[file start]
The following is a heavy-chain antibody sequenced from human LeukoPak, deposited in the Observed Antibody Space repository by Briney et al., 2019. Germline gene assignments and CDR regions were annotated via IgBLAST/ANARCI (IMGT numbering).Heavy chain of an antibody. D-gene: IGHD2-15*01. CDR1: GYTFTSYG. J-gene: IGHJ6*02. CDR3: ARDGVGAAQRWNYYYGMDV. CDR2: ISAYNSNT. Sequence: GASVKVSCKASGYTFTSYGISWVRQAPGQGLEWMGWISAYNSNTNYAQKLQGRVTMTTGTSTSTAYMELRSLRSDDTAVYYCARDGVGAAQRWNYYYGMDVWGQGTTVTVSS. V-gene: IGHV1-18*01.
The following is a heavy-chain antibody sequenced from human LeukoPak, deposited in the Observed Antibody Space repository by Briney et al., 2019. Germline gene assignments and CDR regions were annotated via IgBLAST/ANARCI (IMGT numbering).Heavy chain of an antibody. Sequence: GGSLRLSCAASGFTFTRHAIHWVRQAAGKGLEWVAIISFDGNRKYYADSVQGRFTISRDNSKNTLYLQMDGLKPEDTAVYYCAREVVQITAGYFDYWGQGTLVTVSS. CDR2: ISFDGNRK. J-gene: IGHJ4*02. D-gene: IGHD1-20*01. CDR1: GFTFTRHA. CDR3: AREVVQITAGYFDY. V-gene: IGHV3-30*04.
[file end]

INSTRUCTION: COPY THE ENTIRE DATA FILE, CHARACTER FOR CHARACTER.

The following is a heavy-chain antibody sequenced from human LeukoPak, deposited in the Observed Antibody Space repository by Briney et al., 2019. Germline gene assignments and CDR regions were annotated via IgBLAST/ANARCI (IMGT numbering).Heavy chain of an antibody. D-gene: IGHD2-15*01. CDR1: GYTFTSYG. J-gene: IGHJ6*02. CDR3: ARDGVGAAQRWNYYYGMDV. CDR2: ISAYNSNT. Sequence: GASVKVSCKASGYTFTSYGISWVRQAPGQGLEWMGWISAYNSNTNYAQKLQGRVTMTTGTSTSTAYMELRSLRSDDTAVYYCARDGVGAAQRWNYYYGMDVWGQGTTVTVSS. V-gene: IGHV1-18*01.
The following is a heavy-chain antibody sequenced from human LeukoPak, deposited in the Observed Antibody Space repository by Briney et al., 2019. Germline gene assignments and CDR regions were annotated via IgBLAST/ANARCI (IMGT numbering).Heavy chain of an antibody. Sequence: GGSLRLSCAASGFTFTRHAIHWVRQAAGKGLEWVAIISFDGNRKYYADSVQGRFTISRDNSKNTLYLQMDGLKPEDTAVYYCAREVVQITAGYFDYWGQGTLVTVSS. CDR2: ISFDGNRK. J-gene: IGHJ4*02. D-gene: IGHD1-20*01. CDR1: GFTFTRHA. CDR3: AREVVQITAGYFDY. V-gene: IGHV3-30*04.